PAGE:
“Perched atop the Elephant, the Rider holds the reins and seems to be the leader.  But the Rider’s control is precarious because the Rider is so small relative to the Elephant.  Anytime the six-ton Elephant and the Rider disagree about which direction to go, the Rider is going to loseHe’s completely overmatched. 

If you convince the rider, you’ll have direction but no motivation. If you convince the elephant you’ll have motivation with no direction. That’s why bright spots are so critical. They motivate the elephant and focus the rider on what’s possible.

Bright spots give us hope. And hope gives us the faith and energy to take a step. And then another. Then another. To start with the small change that leads to the big change.

Like a mustard seed.

Questions for Reflection?

What is the big change you are seeking as a leader?

What are the bright spots, the positive deviance, that show that the change is possible?

How can you communicate those bright spots to others?

How to Develop Your Most Important Asset as a Leader: Trust

You can’t lead without trust.

Stephen M. R. Covey put it this way in his book, The Speed of Trust:

“Trust is the one thing that changes everything. The lack of it can bring down governments, cripple businesses (and churches) and destroy relationships. Conversely, when cultivated it has the potential to bring unparalleled effectiveness…the ability to establish, grow, extend, and restore trust with all stakeholders is the key leadership competency of the new global economy.”

Dr. Paul Zak, the preeminent researcher on the neuroscience of trust, demonstrated two decades ago that trust is the one thing high performing cultures have in common. Whether they’re companies, cities or countries, there is a direct correlation between trust and economic well-being.

Zak goes even further to say that even in the corporate world, employees are volunteers. Just because somebody is on the payroll, doesn’t mean they’re going to bring passion and energy to what they do. That requires trust.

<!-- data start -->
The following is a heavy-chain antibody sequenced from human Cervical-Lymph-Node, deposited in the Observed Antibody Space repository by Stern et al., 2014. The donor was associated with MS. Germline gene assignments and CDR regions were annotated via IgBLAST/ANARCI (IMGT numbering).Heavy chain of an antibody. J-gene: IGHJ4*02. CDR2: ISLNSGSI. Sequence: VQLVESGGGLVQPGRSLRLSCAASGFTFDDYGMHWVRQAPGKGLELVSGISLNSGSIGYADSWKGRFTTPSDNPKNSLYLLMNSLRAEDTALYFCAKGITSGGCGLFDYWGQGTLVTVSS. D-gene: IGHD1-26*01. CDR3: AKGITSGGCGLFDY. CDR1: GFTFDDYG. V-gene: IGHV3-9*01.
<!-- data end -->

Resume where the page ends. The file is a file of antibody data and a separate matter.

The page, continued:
This is even more true in the church.

You can’t lead without trust.

Learning how to build trust is not rocket science. But understanding a bit of biology is helpful. That’s where oxytocin comes in.

Oxytocin is both a neurotransmitter that’s released in the brain and a hormone that’s released in the bloodstream. It is the molecule that enables us to bond with others. It facilitates both trust and trustworthiness.

Zak has shown in studies that people with higher levels of oxytocin are more likely to trust strangers. He’s also shown that showing trust to others increases levels of oxytocin, making them more likely to trust you.

Without oxytocin, most of our decisions would be fear-based. Sounds like the church.

So how can understanding oxytocin help us to build trust?

Let’s take the log out of our own eye first.

It’s no accident that certain practices cause the release of oxytocin:

  • Gratitude-write down something for which you are thankful every day. This is, in large part, the power of journaling.
  • Pray and meditate-give thanks to God. Pray for others. Just thinking about others, especially those you care about, increases oxytocin levels.

Oxytocin does not last long. It has a half-life of three minutes. In other words, in three minutes after its release, there’s only half as much oxytocin in our system. The important part of these practices is that the more we do them, the more the release of oxytocin becomes natural for us.

So how do we build trust?

In a word: empathy.

Zak, in his book, The Moral Molecule: How Trust Works, says, “Oxytocin generates the empathy that drives moral behavior, which inspires trust, which causes the release of more oxytocin, which creates more empathy.”

There is a virtuous cycle to building trust. When we connect with others in meaningful ways, oxytocin levels increase in both parties. Here are four things we can do as Christian leaders to build trust:

  • Listen-as Zak says, “Conversation creates a sense of community, which builds trust, which leads to oxytocin release.” When we listen more than speak, when we show that we understand what the other is saying, we are showing empathy.
  • Be generous-with your time and with yourself. When someone receives a gift their oxytocin levels rise. Giving your time and effort to help another is the best gift we can give. Every time we do something to help someone else, without asking for anything in return, we gift them a gift.
  • Choose to trust-this is hard, especially when we’ve been burned. But when we trust others, their oxytocin levels rise, making them more likely to trust us.
  • Be trustworthy-this is obvious (or maybe not). When we do what we say we’re going to do, people trust us. This causes our own oxytocin levels to rise, making it easier to trust them. The virtuous cycle.

The most important takeaway from this:

Building trust requires time.

And it’s not just the passing of time. It takes an investment of our time to really build relationships with others.

In a world of email, texting and social media*, the human touch still matters. Visits, phone calls and handwritten notes are not just niceties. They are essential elements of Christian leadership. Without them, it’s harder to lead.

That’s how God made us.

Questions for reflection:

With whom do you need to connect today?

What daily practices can you develop to build your own oxytocin levels?

What daily practices can you develop to do the same for others?

*Zak found that social media can increase oxytocin release when it makes us think of people we care about.